With an automatic transmission, the Yaris sedan is a lovely performer all around. Somehow, it manages fairly spirited acceleration, despite a relatively low-powered engine The automatic runs easily through gears, and downshifts promptly and effectively.
Turning to ride comfort, on smooth roads the Yaris ranks several cuts above the small-car norm, and its suspension manages to absorb much of modest bumps as well. This subcompact sedan is enjoyable, and even fun, to drive through curvy roads as well as on expressways. Tight turns produce considerably less body lean than expected - or feared. Maneuvering smartly and crisply, the Yaris follows the lead of the steering wheel with surprising certainty.
Center-mounted gauges do take some getting used to, especially since the speedometer overlaps the tachometer. But they're not too bad to read, though at first it feels like you're looking both over and downward. Abundant glass assures good visibility all around.
Even the short seat bottoms aren't unpleasant, and seatbacks feel nicely cushioned (bottoms almost as much). Except for mild noise when accelerating moderately, the engine is hardly noticed. Push the pedal to the floor and the engine does snarl, as it approaches 6,000 rpm.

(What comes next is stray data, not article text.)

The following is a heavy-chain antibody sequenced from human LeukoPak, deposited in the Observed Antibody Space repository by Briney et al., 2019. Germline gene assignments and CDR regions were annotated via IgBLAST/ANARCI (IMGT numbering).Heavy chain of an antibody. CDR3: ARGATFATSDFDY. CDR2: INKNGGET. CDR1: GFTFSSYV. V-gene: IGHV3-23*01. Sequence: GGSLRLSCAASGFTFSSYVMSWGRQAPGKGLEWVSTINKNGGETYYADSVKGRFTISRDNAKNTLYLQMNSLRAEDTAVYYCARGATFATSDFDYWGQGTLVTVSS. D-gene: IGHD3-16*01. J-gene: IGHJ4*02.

While the backseat is comfortable enough, legroom is scant if the front seat is pushed rearward very much at all. In the center rear, many occupant heads will touch the roof, but the hard perch isn't the worst. The glovebox is low but adequate, and the fair-sized trunk has a slightly high liftover.
In the cute little liftback, a simpler dashboard with no tachometer is easier to read. Engine noise is more noticeable on acceleration, but ride and handling qualities are similar to the four-door. Not only does the front passenger seat slide forward for entry, but a taller person's legs can actually fit back there. Cargo space is meager below the cover.
With a manual gearbox, the Yaris feels pretty spirited - more so than with automatic. Though the shifter feels on the loose side, it permits snappy gear changes.
On sale this spring, the Yaris targets "budget-minded consumers," Bastien said, who "don't want to be seen as losers in cheap cars." A typical customer "likes good taste, but still likes to fit in."
Toyota claims a fuel-economy rating of up to 40 miles per gallon on the highway and 34 mpg in city driving. Bastien notes that the Yaris is competing "in a segment that's frequently [seen] as mundane," but he expects that segment to grow. The Yaris name, incidentally, denotes a minor Greek god (of health).
Standard equipment includes air conditioning and tilt steering wheel. A Convenience package adds a CD/MP3 player, rear defroster, 15-inch wheels, and 60/40 backseat. The S sedan includes the Convenience package plus front/rear under-bumper spoilers and side rocker panels. Individual options include antilock braking, seat and side-curtain airbags, 15-inch alloy wheels, and foglamps.
Prices start at $10,950 for a liftback with manual shift. An automatic transmission adds $900. The base sedan stickers for $11,525 with the manual gearbox, while the S sedan starts at $13,325.